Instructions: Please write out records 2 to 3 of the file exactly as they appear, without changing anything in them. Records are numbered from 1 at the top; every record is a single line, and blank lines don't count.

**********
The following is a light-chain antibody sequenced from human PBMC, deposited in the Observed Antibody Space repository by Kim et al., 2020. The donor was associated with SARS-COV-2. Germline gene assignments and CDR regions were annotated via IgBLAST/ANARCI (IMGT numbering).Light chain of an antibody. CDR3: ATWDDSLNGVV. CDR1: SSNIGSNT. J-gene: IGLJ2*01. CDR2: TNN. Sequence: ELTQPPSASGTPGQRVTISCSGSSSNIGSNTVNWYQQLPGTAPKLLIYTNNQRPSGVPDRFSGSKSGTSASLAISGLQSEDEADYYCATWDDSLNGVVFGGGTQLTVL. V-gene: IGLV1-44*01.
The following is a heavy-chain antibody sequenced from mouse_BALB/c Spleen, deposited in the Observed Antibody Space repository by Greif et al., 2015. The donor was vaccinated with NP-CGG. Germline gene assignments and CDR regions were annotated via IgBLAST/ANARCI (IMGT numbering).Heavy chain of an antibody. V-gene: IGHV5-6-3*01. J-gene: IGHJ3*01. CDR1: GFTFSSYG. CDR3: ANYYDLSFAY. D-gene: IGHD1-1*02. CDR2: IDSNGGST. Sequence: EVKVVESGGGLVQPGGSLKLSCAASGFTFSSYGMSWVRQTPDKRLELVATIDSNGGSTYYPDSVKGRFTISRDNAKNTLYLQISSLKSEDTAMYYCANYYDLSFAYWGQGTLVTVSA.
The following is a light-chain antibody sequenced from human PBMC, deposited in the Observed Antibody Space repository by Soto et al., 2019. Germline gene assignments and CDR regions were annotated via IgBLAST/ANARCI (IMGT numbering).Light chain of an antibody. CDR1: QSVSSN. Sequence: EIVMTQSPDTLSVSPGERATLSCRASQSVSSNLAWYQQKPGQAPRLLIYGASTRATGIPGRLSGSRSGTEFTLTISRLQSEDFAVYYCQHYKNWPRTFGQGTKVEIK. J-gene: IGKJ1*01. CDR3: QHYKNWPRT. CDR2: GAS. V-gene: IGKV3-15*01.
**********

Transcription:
The following is a heavy-chain antibody sequenced from mouse_BALB/c Spleen, deposited in the Observed Antibody Space repository by Greif et al., 2015. The donor was vaccinated with NP-CGG. Germline gene assignments and CDR regions were annotated via IgBLAST/ANARCI (IMGT numbering).Heavy chain of an antibody. V-gene: IGHV5-6-3*01. J-gene: IGHJ3*01. CDR1: GFTFSSYG. CDR3: ANYYDLSFAY. D-gene: IGHD1-1*02. CDR2: IDSNGGST. Sequence: EVKVVESGGGLVQPGGSLKLSCAASGFTFSSYGMSWVRQTPDKRLELVATIDSNGGSTYYPDSVKGRFTISRDNAKNTLYLQISSLKSEDTAMYYCANYYDLSFAYWGQGTLVTVSA.
The following is a light-chain antibody sequenced from human PBMC, deposited in the Observed Antibody Space repository by Soto et al., 2019. Germline gene assignments and CDR regions were annotated via IgBLAST/ANARCI (IMGT numbering).Light chain of an antibody. CDR1: QSVSSN. Sequence: EIVMTQSPDTLSVSPGERATLSCRASQSVSSNLAWYQQKPGQAPRLLIYGASTRATGIPGRLSGSRSGTEFTLTISRLQSEDFAVYYCQHYKNWPRTFGQGTKVEIK. J-gene: IGKJ1*01. CDR3: QHYKNWPRT. CDR2: GAS. V-gene: IGKV3-15*01.